That Jaguar XK120 (I believe it was red, now that I think about it) might be worth a lot today, but when it was a three-year-old used car, all it could garner was $1,500, cash plus tax, no trade:

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  • BobPalma
    replied
    Originally posted by SN-60 View Post
    Great story! About the '56 President, could that model, equipped as described, be considered the 'perfect' postwar Studebaker? (either a two-door like this, or a four door on the shorter wheelbase) They really drove nice!
    Well, Ed, SDCers would likely debate what constitutes the "best" postwar Studebaker until the cows had not only come home, but had been milked and put to bed. Personally, I'd think the 1956 President series would be close to the top of most lists, though, as you say.

    However, why not the longer-wheelbase President Classic? They rode even nicer than the shorter-wheelbase models.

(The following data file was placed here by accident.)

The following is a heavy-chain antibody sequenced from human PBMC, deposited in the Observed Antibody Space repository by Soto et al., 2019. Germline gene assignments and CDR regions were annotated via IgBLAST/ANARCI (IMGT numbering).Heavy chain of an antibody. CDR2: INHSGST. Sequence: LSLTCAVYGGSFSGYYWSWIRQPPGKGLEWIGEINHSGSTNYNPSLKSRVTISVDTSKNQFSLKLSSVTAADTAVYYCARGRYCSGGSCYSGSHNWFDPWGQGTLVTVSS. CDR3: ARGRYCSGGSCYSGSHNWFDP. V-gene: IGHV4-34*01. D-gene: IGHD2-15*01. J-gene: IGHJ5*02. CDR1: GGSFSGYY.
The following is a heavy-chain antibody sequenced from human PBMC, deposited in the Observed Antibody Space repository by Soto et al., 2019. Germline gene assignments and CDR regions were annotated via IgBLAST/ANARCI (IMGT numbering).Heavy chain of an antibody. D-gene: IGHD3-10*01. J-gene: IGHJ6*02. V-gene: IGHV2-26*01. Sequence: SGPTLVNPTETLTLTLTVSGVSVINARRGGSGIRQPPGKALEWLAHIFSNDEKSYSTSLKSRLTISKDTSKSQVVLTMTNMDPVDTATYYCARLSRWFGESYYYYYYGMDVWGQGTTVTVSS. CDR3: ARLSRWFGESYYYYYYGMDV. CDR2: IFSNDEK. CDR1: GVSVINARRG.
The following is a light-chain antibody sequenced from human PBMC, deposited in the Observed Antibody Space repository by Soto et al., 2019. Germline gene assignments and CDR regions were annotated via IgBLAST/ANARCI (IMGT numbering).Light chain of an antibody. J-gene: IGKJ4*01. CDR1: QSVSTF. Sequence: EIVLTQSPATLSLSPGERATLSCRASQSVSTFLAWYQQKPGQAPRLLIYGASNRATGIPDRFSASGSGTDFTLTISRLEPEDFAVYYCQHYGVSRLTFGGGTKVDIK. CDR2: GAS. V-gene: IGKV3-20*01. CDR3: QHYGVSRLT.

Generically, at least 1956 gave you 12-volt electrics and Flightomatic transmissions; definite improvements over 6 volts and Automatic Drive. BP

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  • Johnnywiffer
    replied
    How in the pluperfect heck does ANYONE remember all that minutia? I understand that you, BP, have all the records from the dealership. However, even so, I’d be hard pressed to remember where to FIND such info. Heck, I don’t remember what I had for breakfast YESTERDAY, let alone in 1956. I THINK I was around for the discovery of fire and the invention of the wheel. But don't remember who invented ‘em nor how much money they made or lost on the invention.

    When I write about happenings from the past, it’s because I have a sudden flash (truly!) and think, “Heck, I remember when….”and I write about it. But I sure don’t remember whether the weatherstripping on the rear fender of a ’51 Land Cruiser was painted or un-painted from the factory. Or whether a hood ornament was REAL gold-plated or fake.